I don't see how the bar scene gravitates further south from Church/Orange given the pre-existing landscape (Bohemian Hotel, City Hall, Methodist Church, etc.). 

What we aren't seeing is an effort to build on the parcels around DPAC and bring in the type of development that would be complementary to the front door of City Hall and an arts center.  

 

I mean gravitating down Orange and filling in the spots north of Church. Downtown is already fighting its reputation for the bars three blocks north - if it gets any closer, that’s going to be even more of a challenge.

There are already too many of the “under 25” bars downtown and it’s one reason why retailers and even developers have commented on it.

The Am and DPCPA were supposed to reverse that trend and it didn’t happen. Many of us believe that’s a significant reason why.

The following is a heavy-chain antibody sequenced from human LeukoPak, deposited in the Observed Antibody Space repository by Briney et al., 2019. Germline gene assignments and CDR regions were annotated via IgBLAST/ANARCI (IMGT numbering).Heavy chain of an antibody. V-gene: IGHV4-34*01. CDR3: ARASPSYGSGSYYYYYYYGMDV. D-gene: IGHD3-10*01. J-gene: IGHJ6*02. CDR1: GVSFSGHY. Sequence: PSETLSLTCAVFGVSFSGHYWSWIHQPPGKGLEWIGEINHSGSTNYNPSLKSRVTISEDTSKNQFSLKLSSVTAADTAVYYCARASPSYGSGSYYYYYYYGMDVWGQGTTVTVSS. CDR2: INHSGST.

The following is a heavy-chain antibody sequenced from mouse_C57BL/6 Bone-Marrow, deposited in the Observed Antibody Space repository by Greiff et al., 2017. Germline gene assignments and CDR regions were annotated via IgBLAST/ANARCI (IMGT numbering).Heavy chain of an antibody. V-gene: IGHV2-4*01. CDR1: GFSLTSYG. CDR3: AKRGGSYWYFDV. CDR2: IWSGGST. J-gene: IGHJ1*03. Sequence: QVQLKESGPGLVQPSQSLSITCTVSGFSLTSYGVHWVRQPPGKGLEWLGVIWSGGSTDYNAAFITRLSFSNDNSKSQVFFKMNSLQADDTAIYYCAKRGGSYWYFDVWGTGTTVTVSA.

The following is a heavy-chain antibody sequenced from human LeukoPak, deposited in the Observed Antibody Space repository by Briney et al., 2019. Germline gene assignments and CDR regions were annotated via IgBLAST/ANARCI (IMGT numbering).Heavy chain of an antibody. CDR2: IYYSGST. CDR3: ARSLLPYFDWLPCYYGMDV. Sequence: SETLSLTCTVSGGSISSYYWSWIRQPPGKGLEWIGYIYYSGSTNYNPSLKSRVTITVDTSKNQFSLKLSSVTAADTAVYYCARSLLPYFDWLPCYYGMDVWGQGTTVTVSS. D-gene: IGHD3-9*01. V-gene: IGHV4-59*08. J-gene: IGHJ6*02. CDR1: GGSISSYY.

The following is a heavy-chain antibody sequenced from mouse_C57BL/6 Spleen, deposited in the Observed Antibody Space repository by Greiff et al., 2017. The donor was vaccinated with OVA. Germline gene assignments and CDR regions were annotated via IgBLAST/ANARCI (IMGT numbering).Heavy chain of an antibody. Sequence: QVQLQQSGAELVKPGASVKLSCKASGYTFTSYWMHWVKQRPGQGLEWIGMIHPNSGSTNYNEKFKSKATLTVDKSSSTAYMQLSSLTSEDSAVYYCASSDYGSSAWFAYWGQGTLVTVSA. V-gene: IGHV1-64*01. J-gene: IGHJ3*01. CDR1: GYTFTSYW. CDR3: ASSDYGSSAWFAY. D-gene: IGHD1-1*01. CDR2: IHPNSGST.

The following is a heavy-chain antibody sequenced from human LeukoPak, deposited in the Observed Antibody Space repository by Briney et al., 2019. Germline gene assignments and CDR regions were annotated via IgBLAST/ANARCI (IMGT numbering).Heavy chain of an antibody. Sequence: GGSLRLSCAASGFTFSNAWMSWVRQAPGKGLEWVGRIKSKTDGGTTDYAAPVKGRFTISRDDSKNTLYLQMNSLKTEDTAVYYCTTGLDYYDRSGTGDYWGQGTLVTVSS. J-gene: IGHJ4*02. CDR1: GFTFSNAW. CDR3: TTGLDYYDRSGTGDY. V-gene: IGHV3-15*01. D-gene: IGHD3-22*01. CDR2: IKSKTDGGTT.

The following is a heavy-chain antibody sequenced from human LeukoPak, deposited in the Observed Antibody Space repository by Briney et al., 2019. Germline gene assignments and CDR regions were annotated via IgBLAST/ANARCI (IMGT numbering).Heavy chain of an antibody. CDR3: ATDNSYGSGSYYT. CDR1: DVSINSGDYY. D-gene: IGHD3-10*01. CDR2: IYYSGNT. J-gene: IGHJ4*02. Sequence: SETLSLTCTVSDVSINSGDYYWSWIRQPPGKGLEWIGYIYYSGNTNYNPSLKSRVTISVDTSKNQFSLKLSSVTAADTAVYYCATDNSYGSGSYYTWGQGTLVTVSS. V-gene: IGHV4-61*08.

There’s more than enough room downtown for everyone but it won’t work if families and empty nesters don’t think they fit. Keeping some space between very different revelers helps with that.

Edited by spenser1058
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On 7/29/2021 at 2:21 PM, AndyPok1 said:

This is an ad-nauseum argument in here.  Orlando's DT is a restaurant/bar/event/residential downtown.  With the additions of the residential buildings and the lower amount of office workers, I wouldn't be surprised if there are more people living than working in DT.  And I'll take that over the opposite every damn day.  CBDs where every restaurant closes by 3PM and is a ghost town by 6 is miserable.